The youngest of eight children, his mother died in childbirth, and he had a troubled relationship with his father. Kisfaludy began writing poems and songs while in the army from 1804 to 1811. He saw active service in the Napoleonic Wars in Italy, Serbia and Bavaria. After his return in 1810 he courted a girl named Katalin Heppler, but did not marry. His resignation from the army alienated his father, and he took refuge at his sister Teréz's house in Vas County. He studied art, travelling to Vienna in 1812 and Italy in 1815, but had no luck with either writing or painting until April and June 1819, when his tragedies A tatárok Magyarországon ("The Tatars in Hungary") and Ilka, vagy Nándorfehérvár bevétele ("Ilka, or the Capture of Belgrade") were a great success. He followed them up immediately with other dramas he had written: Stibor vajda ("The Voivode Stiber") and A kérők ("The Suitors"), in September, and A pártütők ("The Insurgents") in November; and the next year wrote three more. His plays were translated into German, and performed in Vienna.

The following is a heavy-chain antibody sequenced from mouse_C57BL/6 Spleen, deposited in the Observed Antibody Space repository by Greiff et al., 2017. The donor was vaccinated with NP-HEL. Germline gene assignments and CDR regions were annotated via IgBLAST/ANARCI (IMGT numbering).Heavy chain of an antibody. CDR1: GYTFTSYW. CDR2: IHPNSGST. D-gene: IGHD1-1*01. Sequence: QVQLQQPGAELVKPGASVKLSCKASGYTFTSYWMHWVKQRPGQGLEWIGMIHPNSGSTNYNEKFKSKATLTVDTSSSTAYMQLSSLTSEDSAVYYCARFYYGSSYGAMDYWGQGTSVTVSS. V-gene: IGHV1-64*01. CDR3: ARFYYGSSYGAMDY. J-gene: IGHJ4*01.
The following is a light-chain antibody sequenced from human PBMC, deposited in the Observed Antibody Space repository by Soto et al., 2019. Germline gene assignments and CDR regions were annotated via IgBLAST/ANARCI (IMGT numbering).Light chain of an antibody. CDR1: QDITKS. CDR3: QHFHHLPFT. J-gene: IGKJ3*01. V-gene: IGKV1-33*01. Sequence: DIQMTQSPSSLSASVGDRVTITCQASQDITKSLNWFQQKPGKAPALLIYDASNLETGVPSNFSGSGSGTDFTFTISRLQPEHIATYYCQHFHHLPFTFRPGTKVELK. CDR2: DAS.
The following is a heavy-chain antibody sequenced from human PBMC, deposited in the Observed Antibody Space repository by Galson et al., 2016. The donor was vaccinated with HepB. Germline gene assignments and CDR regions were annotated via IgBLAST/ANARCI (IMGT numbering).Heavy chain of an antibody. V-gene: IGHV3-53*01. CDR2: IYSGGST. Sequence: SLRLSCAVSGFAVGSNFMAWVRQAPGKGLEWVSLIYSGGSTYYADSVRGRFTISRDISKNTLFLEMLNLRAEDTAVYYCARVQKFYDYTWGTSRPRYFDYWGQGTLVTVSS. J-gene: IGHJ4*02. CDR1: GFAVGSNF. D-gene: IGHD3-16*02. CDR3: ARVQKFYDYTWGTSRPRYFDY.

In 1822 he founded the periodical Aurora, for which he was awarded the Marczibányi Prize in 1826, the same year that his father reinstated him in his will. He fell in love with a woman named Nina Löffler, but because she was Jewish he could not marry her. He wrote prolifically for Aurora until his death from tuberculosis in 1830. The Kisfaludy Society was created in his honour in 1836.
- Some of Kisfaludy's paintings
This article incorporates text from a publication now in the public domain: Wood, James, ed. (1907). "article name needed". The Nuttall Encyclopædia. London and New York: Frederick Warne. This article incorporates text from a publication now in the public domain: Chisholm, Hugh, ed. (1911). Encyclopædia Britannica (11th ed.). Cambridge University Press.
|This article about a Hungarian writer or poet is a stub. You can help Wikipedia by expanding it.|